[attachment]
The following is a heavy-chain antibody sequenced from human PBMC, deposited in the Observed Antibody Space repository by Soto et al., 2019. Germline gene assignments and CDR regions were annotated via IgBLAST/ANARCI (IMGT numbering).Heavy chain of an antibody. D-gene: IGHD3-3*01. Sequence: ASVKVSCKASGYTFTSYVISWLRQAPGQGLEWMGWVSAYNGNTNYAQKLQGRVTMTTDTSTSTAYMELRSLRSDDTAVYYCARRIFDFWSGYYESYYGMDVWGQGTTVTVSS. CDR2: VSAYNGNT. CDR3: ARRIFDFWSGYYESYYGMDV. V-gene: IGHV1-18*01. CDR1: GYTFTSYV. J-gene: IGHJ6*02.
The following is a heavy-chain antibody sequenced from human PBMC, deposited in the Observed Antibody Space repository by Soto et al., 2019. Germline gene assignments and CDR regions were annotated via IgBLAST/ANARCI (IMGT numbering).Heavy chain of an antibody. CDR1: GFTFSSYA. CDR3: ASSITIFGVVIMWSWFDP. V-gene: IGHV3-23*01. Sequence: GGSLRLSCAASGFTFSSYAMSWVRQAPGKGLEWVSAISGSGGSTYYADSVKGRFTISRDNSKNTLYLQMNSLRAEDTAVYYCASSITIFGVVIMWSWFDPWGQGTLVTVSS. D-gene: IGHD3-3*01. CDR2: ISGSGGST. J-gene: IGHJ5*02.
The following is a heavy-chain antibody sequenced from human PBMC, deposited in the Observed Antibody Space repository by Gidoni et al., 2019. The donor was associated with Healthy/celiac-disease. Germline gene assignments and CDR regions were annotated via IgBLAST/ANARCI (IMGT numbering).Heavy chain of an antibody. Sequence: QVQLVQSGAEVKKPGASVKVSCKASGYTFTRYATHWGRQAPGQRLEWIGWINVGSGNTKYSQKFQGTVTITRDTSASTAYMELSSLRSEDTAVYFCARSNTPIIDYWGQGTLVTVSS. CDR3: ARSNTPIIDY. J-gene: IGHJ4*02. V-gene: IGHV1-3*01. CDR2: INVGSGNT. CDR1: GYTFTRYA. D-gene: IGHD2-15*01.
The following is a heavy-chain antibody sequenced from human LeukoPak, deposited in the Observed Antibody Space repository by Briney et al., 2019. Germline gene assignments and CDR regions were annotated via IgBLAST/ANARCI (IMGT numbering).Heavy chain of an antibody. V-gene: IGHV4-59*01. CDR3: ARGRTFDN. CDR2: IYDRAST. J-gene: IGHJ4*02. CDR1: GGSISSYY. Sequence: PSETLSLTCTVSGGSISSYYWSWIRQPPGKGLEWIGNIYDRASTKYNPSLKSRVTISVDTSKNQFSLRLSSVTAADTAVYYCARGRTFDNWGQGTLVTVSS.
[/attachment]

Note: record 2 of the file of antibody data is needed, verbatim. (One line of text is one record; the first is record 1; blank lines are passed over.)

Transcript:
The following is a heavy-chain antibody sequenced from human PBMC, deposited in the Observed Antibody Space repository by Soto et al., 2019. Germline gene assignments and CDR regions were annotated via IgBLAST/ANARCI (IMGT numbering).Heavy chain of an antibody. CDR1: GFTFSSYA. CDR3: ASSITIFGVVIMWSWFDP. V-gene: IGHV3-23*01. Sequence: GGSLRLSCAASGFTFSSYAMSWVRQAPGKGLEWVSAISGSGGSTYYADSVKGRFTISRDNSKNTLYLQMNSLRAEDTAVYYCASSITIFGVVIMWSWFDPWGQGTLVTVSS. D-gene: IGHD3-3*01. CDR2: ISGSGGST. J-gene: IGHJ5*02.